This is the mail archive of the mailing list for the GDB project.

Index Nav: [Date Index] [Subject Index] [Author Index] [Thread Index]
Message Nav: [Date Prev] [Date Next] [Thread Prev] [Thread Next]
Other format: [Raw text]

Re: [rfc][3/3] Remote core file generation: memory map

Hi Ulrich,

not sure if there is anything to do from this mail but at least some comments:

On Fri, 21 Oct 2011 20:57:04 +0200, Ulrich Weigand wrote:
> Note that there already is a qXfer:memory-map:read packet, but this
> is not usable as-is to implement target_find_memory_regions, since
> it is really intended for a *system* memory map for some naked
> embedded targets instead of a per-process virtual address space map.
> For example:
> - the memory map is read into a single global mem_region list; it is not
>   switched for multiple inferiors

Without extended-remote there is a single address map only.  Is the memory map
already useful with extended-remote using separate address spaces?

I do not have the embedded memory map experience but it seems to me the memory
map should be specified for each address map, therefore for each inferior it
is OK (maybe only possibly more duplicates are sent if the address spaces are
the same).  If GDB uses the memory map it uses it already for some inferior
and therefore its address space.

> - native or gdbserver Linux targets do not have a memory map today,
>   and just enabling it changes memory access behaviour in unexpected
>   ways, e.g. accesses outside of memory regions in /proc//maps are
>   now no longer possible; also caching behaviour is different
> - the memory attribute format is insufficient to express properties
>   of a virtual memory mapping (e.g. permissions; mapped filename ...)
> I guess longer term it might be nicer to always have a memory map,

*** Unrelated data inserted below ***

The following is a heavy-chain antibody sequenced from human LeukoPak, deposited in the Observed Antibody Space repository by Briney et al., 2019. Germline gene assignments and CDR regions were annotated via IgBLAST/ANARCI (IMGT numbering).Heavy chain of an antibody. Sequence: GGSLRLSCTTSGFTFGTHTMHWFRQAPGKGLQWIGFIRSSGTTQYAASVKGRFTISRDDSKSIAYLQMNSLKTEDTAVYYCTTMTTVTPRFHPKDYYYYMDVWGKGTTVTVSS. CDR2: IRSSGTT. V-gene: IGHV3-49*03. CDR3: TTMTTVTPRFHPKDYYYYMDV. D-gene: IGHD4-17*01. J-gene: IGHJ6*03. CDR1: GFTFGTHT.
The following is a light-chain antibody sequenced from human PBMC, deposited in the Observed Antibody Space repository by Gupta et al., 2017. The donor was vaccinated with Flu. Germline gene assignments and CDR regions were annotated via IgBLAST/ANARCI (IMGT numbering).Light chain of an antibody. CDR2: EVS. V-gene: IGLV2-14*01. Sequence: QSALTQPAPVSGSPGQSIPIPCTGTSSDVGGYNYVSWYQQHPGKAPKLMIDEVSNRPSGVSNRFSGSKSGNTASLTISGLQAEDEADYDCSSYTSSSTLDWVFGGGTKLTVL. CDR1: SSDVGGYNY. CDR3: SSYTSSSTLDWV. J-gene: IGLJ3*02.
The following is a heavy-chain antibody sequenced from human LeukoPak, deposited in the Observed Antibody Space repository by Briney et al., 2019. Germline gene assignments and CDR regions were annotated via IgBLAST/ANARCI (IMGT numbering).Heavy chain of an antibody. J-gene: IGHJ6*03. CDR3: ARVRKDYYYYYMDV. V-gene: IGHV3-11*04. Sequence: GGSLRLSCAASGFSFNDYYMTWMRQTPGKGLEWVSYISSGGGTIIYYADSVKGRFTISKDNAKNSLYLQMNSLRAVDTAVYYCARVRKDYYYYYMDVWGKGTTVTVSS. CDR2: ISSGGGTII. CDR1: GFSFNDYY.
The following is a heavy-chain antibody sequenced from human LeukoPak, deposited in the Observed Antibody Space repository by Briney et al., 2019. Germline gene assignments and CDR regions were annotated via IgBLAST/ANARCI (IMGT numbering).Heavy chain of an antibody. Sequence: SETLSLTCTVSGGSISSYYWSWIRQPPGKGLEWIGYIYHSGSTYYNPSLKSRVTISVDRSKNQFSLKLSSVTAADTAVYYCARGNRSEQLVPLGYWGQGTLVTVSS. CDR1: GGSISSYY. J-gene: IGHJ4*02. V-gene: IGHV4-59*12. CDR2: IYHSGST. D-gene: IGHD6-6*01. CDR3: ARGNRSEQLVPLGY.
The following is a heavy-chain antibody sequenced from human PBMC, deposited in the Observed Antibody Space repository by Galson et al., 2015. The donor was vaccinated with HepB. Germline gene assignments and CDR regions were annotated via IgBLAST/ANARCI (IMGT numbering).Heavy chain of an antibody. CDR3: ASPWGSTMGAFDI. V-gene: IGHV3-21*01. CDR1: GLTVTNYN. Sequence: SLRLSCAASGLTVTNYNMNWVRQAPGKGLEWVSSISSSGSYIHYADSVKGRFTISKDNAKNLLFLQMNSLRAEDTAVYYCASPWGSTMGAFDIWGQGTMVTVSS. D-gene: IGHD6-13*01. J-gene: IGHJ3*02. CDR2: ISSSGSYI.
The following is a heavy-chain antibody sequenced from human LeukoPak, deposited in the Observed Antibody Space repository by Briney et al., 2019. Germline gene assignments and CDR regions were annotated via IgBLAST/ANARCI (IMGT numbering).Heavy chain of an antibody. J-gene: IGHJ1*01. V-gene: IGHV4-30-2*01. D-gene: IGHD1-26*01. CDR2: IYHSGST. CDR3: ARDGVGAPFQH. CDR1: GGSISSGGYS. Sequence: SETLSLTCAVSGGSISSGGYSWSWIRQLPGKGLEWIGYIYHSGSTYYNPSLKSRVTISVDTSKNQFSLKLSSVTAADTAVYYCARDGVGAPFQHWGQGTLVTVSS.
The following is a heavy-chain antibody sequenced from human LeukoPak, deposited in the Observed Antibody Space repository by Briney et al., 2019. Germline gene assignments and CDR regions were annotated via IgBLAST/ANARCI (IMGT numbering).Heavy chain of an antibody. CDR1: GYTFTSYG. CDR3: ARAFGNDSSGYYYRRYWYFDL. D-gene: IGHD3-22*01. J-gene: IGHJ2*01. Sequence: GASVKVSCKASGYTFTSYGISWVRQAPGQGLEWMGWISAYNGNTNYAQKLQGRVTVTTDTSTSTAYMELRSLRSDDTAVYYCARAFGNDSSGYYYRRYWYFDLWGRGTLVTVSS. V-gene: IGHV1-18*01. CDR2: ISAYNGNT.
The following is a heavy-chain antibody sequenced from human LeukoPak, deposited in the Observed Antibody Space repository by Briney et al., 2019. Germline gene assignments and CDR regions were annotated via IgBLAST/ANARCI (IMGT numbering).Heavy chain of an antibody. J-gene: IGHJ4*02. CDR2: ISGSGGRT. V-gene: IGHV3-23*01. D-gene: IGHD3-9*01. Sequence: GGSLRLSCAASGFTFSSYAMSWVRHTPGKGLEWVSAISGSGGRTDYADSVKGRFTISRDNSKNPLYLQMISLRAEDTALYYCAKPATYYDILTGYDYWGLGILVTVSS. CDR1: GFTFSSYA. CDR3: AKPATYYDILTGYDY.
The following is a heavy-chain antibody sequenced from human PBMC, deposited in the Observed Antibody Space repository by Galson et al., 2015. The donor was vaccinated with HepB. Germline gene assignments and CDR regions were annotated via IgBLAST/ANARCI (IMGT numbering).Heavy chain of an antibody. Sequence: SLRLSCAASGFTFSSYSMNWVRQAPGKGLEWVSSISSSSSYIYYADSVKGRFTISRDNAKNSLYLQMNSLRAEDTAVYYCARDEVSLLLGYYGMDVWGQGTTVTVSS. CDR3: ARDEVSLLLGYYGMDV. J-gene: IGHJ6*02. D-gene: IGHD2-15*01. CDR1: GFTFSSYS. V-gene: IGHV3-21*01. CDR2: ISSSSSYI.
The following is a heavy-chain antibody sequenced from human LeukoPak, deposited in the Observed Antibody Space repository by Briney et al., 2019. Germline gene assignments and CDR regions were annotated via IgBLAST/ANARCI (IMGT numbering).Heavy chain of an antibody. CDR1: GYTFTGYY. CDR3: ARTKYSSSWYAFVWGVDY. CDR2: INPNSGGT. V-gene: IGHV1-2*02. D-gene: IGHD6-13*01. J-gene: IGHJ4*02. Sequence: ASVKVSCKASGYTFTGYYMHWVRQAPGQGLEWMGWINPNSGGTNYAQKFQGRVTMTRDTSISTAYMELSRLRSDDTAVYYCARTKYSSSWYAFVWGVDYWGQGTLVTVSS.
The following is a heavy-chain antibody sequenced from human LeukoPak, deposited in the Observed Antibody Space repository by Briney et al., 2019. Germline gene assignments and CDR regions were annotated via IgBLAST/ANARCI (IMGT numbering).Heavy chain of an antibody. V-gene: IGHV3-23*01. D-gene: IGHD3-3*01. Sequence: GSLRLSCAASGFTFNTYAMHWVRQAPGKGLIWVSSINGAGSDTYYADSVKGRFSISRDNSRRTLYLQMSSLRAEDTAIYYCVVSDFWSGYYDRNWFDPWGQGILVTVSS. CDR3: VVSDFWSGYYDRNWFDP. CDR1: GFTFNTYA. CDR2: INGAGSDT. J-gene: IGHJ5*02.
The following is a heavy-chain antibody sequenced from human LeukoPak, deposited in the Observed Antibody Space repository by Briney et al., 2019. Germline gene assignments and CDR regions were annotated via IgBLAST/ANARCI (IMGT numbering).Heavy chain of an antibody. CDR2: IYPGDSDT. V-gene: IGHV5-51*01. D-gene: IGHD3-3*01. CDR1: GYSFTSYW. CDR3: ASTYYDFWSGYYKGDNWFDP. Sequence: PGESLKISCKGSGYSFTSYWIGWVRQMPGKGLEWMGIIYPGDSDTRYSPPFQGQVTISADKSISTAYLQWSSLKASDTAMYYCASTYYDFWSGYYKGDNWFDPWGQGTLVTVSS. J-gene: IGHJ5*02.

> and also use it for native targets, and then use the same map also
> for core file generation ...
> I'd appreciate suggestions how to move forward on this; is having a
> new qXfer type just for core file generation OK, or should we rather
> attempt to move towards an always-active memory map -- if the latter,
> how can we get there?

I need to implement core files reading support into gdbserver in a foreseeable
future for performance reasons.  For the core file case everything can be
indefinitely cached (and it is more significant to cache it than in the local
core file case).  The caching can+should be improved even in the normal live
process case (by setting default_mem_attrib->cache = 1) but it needs to be
temporary (with the prepare_execute_command flushing).  For embedded targets
the caching should be disabled for memory-I/O regions even if it would get
enabled otherwise.

The caching should probably stay in the memory map and not be moved into the
process map.  This all suggests me separation in the submitted patch may
complicate it all a bit.

> +const struct gdb_xml_attribute vma_attributes[] = {
> +const struct gdb_xml_element process_map_children[] = {
> +const struct gdb_xml_element process_map_elements[] = {

These should be static; it is already a bug in memory-map.c but there are too
many such bugs, someone could spend some time fixing them, one could use my:;a=blob_plain;hb=HEAD;f=bin/checkstatic

> +static int
> +read_mapping (FILE *mapfile,
> +	      long long *addr,
> +	      long long *endaddr,
> +	      char *permissions,
> +	      long long *offset,
> +	      char *device, long long *inode, char *filename)
> +{
> +  int ret = fscanf (mapfile, "%llx-%llx %s %llx %s %llx",
> +                    addr, endaddr, permissions, offset, device, inode);

There will be /proc/PID/maps reader for gdbserver also from:
	[patch 3/3] Implement qXfer:libraries for Linux/gdbserver #3

But maybe it is simple enough code and it has different output anyway it does
not matter much to unify it.


Index Nav: [Date Index] [Subject Index] [Author Index] [Thread Index]
Message Nav: [Date Prev] [Date Next] [Thread Prev] [Thread Next]